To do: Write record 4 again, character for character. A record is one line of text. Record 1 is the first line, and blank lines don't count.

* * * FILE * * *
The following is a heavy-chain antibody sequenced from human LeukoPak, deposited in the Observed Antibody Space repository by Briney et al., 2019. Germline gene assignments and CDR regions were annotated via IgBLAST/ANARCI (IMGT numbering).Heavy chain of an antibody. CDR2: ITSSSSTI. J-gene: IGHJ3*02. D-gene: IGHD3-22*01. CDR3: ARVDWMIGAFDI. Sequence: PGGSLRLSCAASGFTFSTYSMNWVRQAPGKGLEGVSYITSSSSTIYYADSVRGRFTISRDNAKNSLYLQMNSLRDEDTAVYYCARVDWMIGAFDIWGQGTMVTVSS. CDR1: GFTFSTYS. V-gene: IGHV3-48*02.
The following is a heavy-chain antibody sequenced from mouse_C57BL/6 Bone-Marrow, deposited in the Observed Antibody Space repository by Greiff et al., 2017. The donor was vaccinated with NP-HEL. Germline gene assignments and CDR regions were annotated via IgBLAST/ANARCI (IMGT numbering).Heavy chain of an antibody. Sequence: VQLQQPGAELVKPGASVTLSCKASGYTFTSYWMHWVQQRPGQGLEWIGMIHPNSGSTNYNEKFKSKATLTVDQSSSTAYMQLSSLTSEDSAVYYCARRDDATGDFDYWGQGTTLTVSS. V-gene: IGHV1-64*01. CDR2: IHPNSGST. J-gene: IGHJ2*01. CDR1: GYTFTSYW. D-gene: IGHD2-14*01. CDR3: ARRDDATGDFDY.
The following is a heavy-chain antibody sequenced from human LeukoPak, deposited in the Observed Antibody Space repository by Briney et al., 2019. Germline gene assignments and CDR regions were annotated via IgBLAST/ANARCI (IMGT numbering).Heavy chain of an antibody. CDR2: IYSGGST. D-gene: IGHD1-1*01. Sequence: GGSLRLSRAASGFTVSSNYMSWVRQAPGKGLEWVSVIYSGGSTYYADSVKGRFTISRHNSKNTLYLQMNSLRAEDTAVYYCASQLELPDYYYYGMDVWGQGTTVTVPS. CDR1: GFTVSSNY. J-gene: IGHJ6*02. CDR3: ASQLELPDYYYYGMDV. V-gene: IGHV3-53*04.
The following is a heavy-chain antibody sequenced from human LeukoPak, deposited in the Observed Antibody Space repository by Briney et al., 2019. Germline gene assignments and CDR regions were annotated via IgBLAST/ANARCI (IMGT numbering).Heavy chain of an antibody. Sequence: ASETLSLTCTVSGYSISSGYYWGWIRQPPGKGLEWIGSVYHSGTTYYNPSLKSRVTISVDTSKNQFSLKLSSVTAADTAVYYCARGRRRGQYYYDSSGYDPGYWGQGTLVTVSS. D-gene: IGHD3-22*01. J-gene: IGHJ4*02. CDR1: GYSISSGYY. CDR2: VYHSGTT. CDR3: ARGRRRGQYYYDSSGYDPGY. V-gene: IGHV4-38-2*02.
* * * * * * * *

The following is a heavy-chain antibody sequenced from human LeukoPak, deposited in the Observed Antibody Space repository by Briney et al., 2019. Germline gene assignments and CDR regions were annotated via IgBLAST/ANARCI (IMGT numbering).Heavy chain of an antibody. Sequence: ASETLSLTCTVSGYSISSGYYWGWIRQPPGKGLEWIGSVYHSGTTYYNPSLKSRVTISVDTSKNQFSLKLSSVTAADTAVYYCARGRRRGQYYYDSSGYDPGYWGQGTLVTVSS. D-gene: IGHD3-22*01. J-gene: IGHJ4*02. CDR1: GYSISSGYY. CDR2: VYHSGTT. CDR3: ARGRRRGQYYYDSSGYDPGY. V-gene: IGHV4-38-2*02.